A friend of mine recently sent me an email with a link to a story about a transgender inmate doing time for murder who’s requesting state-funded electrolysis treatments. My friend wonders whether this indicates we’re on a “slippery slope” in our liberal concern for fairness and rights as balanced against expense. This got me thinking about the whole “slippery slope” argument in general. Is the fear of a slippery slope ever borne out? If so, when? (I welcome your thoughts.) Are we now in any situations which are the result of sliding down slippery slopes into hellish pits of no-return?
I wonder if it’s time the “slippery-slope” argument were shelved entirely for it assumes humans have no judgment. It assumes we are incapable of drawing lines or moderating ourselves. Shall we never eat because we may shovel food into our mouths until we burst? We do not prohibit alcohol consumption (anymore)—we allow it but draw the line at drinking and driving. Speaking of which, we do not prohibit driving—but we draw the line at whatever speed seems safe for a given road. Would allowing suicide lead us down the “slippery slope” to the willy-nilly slaughter of those who don’t want to die or who would be better off waiting on the decision? No! We make rules that moderate and constrain behaviour, just as we already do in all areas of public life.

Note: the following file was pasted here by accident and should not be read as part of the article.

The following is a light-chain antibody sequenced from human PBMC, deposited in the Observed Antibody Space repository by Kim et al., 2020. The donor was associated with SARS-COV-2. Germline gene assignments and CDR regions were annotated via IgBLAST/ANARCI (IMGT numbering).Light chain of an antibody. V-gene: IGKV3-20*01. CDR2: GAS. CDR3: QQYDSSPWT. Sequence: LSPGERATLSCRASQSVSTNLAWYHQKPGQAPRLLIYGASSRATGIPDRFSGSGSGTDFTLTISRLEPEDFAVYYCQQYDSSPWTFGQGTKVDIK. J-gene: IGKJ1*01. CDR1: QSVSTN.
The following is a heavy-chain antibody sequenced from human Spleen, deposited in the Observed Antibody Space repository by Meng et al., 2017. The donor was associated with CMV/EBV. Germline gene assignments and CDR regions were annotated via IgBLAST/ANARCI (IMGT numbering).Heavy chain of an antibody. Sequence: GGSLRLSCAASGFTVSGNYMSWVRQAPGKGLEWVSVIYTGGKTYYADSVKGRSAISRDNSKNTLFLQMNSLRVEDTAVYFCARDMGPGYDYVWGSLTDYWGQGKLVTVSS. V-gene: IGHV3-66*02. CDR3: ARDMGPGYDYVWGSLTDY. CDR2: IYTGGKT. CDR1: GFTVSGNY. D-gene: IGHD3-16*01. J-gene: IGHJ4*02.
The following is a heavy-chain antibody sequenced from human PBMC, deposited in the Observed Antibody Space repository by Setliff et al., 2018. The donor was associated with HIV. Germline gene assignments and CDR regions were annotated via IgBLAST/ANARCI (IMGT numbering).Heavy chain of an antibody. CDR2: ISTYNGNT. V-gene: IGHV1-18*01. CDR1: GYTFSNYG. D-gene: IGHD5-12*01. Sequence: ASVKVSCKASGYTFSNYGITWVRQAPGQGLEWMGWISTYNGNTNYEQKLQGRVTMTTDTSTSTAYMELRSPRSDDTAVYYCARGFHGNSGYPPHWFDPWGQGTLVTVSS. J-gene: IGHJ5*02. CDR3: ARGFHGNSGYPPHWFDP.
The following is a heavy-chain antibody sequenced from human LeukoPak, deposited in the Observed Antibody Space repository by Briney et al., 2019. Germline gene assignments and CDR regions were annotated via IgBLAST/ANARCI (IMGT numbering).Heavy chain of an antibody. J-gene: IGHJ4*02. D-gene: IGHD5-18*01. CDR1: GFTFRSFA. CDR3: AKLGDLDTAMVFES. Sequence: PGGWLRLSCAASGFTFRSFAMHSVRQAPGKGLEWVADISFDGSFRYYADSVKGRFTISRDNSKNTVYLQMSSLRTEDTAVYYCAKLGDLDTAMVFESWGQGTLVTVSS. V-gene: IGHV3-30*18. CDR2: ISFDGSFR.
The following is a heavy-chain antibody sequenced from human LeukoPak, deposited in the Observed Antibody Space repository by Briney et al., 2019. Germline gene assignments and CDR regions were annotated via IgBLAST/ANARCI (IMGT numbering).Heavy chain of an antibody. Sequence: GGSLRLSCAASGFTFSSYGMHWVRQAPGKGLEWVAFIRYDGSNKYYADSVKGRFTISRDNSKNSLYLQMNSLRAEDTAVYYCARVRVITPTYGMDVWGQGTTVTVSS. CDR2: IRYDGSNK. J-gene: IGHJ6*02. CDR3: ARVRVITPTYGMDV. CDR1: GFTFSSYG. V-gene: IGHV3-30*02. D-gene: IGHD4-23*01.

It seems to me the biggest slippery slope our country—and mankind as a whole—is on, is one of growing recognition of the worthiness, dignity and autonomy of more and more beings. As a country, we’ve gone by steps from giving the right to vote only to wealthy white men, to all white men, to all black and white men, and finally to all men and women. We’ve gone from seeing homosexuality as abnormal, wrong or sick to seeing it as another way humans live. We’ve gone from seeing the world around us as something to plunder indiscriminately to seeing its inherent value. We used the bomb once when it was invented, saw the horror of it, and have since refrained. We have a United Nations which, though not perfect or binding, increases the odds for cooperation and mediation, rather than war, between nations.
So here’s to our continuing slide, while using our collective judgement along the way!